Why runners should be Yogis as well!

Thursday, September 16, 2010

Good Evening Everyone,

Yay for being only 1.5 hours from Friday!! Half-marathon training is off to a great start! I did another 3 mile run today, and have a 5 miler planned for Saturday. I have already started to encounter a few aches in my lower half. Another lovely gift from my flat feet and uneven legs! After my run today, my left hip was feeling extremely tight, so I took advantage of the fact that I was teaching yoga this evening and gave it a good stretch. I really don't think my body would allow me to run if I didn't teach yoga as well! It really makes a huge difference in how my knees, hips, and lower back feel. We all know that we should be doing yoga to reduce stress, increase flexibility, and improve our mind body connection, but the fact that it can help us improve our running performance is yet another bonus!

According to yogajournal.com, "During the course of an average mile run, your foot will strike the ground 1,000 times. The force of impact on each foot is about three to four times your body weight." No wonder so many runners complain of bad backs, achy knees, tight hamstrings, and sore feet! Most of these lovely pains are not actually from running itself, but from imbalances that running causes and exacerbates. Have no fear because yoga can help bring your body into balance so you can run long and hard for many many years to come.

The benefits of yoga for runners:
  • Striking Balance. Yoga poses for runners correct muscle imbalances resulting from strenuous muscle training. A more balanced body can handle more stress and run without stressing the body.
  • Relaxation. Asanas and Pranayama breathing fine tunes our nervous systems and provides the body with much needed relaxation after a run. Pranayama practice slows the heartbeat and reduces blood pressure, producing calm and a sense of stability. End your yoga practice with ten to fifteen minutes of deep relaxation in shava asana (coupled with deep breathing) to relax muscle tension and recover your poise and energy. Sitting still for this long might be hard for some but it will be well worth your time!
  • Self Awareness. While running, you can aim for perfect co-ordination of body, mind and breathing. Make your mind quiet and focus on your body. This self awareness and breath control is possible through yoga. You can concentrate on a rhythm between your running, your body and your breath rather than worrying about the outcome of the race. This will be especially useful for marathon runners. Think of it as helping you "get in the zone."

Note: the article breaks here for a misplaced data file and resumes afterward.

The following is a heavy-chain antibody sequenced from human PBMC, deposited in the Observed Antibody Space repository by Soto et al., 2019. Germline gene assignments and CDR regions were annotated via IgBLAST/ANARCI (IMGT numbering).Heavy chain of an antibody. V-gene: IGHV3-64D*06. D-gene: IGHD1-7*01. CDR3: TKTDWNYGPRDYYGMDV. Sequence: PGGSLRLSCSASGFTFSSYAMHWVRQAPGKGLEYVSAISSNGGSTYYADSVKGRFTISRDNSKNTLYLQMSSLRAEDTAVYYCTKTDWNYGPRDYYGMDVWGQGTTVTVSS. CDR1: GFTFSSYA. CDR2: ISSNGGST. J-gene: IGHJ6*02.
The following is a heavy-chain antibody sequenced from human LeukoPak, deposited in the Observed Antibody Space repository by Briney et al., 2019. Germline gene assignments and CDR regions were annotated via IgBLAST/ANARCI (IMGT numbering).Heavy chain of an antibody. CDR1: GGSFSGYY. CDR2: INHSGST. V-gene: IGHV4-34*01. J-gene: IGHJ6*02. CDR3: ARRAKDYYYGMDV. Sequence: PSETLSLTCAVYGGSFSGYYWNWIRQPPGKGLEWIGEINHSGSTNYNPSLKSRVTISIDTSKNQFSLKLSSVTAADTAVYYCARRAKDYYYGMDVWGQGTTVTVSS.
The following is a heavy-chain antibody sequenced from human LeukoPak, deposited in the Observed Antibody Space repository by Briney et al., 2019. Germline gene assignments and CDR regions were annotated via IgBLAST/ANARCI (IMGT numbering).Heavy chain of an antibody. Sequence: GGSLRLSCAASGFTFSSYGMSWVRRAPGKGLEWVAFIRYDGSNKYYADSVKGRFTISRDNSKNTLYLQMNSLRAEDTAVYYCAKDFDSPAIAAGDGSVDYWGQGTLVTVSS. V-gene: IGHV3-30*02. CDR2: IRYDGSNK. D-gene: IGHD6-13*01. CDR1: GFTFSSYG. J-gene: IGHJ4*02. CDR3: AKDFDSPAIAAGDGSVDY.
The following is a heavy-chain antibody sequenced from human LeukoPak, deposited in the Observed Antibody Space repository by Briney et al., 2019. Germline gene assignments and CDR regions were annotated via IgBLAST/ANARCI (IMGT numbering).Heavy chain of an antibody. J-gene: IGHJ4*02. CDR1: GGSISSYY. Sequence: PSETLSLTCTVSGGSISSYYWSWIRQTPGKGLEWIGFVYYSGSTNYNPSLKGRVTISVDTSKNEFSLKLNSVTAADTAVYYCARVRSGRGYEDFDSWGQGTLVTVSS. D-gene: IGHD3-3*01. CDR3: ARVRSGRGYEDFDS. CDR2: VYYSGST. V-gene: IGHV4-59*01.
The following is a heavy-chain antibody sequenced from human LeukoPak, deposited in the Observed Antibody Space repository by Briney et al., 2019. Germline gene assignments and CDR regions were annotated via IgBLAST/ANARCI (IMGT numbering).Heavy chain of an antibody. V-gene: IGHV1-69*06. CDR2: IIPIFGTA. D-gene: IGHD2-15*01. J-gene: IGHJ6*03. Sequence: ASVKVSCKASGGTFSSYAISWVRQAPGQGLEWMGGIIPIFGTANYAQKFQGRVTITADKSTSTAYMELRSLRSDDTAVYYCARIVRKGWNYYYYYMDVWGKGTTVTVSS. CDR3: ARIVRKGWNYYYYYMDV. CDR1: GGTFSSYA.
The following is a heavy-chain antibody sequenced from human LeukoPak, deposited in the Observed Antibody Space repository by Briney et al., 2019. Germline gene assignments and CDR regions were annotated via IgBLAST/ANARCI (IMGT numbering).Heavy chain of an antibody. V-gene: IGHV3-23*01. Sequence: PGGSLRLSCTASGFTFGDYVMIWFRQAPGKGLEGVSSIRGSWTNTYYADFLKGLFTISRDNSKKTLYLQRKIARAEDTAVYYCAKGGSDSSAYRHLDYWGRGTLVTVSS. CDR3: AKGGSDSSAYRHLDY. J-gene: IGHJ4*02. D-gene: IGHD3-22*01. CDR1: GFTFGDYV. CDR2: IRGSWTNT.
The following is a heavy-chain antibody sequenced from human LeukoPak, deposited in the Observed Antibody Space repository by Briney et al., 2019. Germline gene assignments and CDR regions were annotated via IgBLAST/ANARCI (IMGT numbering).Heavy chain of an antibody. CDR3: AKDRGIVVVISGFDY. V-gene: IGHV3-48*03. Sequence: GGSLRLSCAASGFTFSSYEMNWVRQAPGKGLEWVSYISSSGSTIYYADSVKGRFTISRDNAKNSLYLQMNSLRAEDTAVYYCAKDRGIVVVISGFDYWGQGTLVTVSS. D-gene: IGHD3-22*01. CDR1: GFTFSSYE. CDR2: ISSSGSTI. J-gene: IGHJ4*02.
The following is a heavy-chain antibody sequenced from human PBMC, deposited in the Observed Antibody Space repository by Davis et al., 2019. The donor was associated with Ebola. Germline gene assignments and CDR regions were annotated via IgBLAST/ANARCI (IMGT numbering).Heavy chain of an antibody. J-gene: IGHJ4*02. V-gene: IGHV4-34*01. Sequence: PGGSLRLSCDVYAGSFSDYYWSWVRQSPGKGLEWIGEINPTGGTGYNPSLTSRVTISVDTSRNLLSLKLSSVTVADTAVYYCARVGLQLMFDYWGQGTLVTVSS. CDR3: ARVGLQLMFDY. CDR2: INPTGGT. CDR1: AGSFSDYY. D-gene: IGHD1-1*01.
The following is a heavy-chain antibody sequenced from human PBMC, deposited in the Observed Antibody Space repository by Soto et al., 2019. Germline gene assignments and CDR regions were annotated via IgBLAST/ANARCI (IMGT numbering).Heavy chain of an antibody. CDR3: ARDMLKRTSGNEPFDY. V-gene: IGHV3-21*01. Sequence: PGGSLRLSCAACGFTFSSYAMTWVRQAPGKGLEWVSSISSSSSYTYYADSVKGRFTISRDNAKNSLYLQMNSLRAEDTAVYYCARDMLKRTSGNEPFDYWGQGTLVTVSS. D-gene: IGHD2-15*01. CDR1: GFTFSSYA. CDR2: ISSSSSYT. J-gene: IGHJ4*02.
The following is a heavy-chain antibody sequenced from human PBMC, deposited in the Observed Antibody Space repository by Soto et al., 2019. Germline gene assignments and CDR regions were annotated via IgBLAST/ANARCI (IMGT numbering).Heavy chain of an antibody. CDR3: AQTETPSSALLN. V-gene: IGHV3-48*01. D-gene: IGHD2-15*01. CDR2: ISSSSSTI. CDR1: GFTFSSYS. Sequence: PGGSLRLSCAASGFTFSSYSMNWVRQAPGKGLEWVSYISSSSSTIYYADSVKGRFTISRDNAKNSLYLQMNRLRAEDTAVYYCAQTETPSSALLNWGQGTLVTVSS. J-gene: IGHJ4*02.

• Flexibility. You can start yoga even if your body is not flexible. Regular yoga practice will make your body more flexible over a period of time. I hate it when people say, "Oh, I can't do yoga because I'm not flexible enough."
  • Reduces Chances of Injury. A regular yoga practice can reduce your chances of injury by improving your mental health, flexibility and relaxing of muscles. Yoga increases flexibility and it helps to prevent injury. In case you are suffering form injuries due to your running, yoga practice can help you to recover faster. I know how frustrating it can be when your injured and the doctor says, "you really need to lay off the running for a little while." You think to yourself, "has he lost his ever loving mind??"
  • Pranayama Increases Your Oxygen Capacity. Most of us are shallow breathers, not utilising the full capacity of our lungs, thereby less oxygen is absorbed by our lungs in a single breath. A regular practice with pranayama can increase your breathing capacity resulting in more oxygen supply to your blood. This oxygen rich blood can boost performance and endurance for runners. A yoga practice will make your breath more deep and rhythmic. By focusing on your breath while running will help you to have a convenient breathing pattern to support your running.
  • Conserve Your Energy. Proper relaxation, concentration and quieting the mind of undue fluctuation results in conserving your energy. Yoga also enables you a level of awareness whereby you can let go of things not important and thus conserve your energy. As your endurance builds and your lung capacity increases, the body becomes more efficient.
  • Stretching And Breathing. Stretching is best done after your run as it removes stiffness of muscles, tones the body and stimulates circulation. Deep breathing along with stretching are essential components of yoga for runners. This helps people to maintain strength and flexibility. For warm up before the run, walk briskly.
Source: http://www.yoga-for-beginners-a-practical-guide.com/yoga-for-runners.html

If all of those benefits don't convince you to add yoga to your training program, nothing will! Tomorrow, I will go over the best poses (asanas) for runners!!

Food for thought:
If you are a runner who currently practices yoga, which benefits do you see the most?
If you are not currently practicing yoga, what's holding you back?

Yours truly,

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1 Comment »

One Response to “Why runners should be Yogis as well!”

  1. I am faithful to my yoga practice, but continue to tighten despite my efforts due to this autoimmune situation. I have reintroduced the exercise ball back into my routine and that is really helping to open everything up. The ball paired with the yoga is some serious stretching. I wish you luck in your marathon training! Hope your lower half gets feeling better :)


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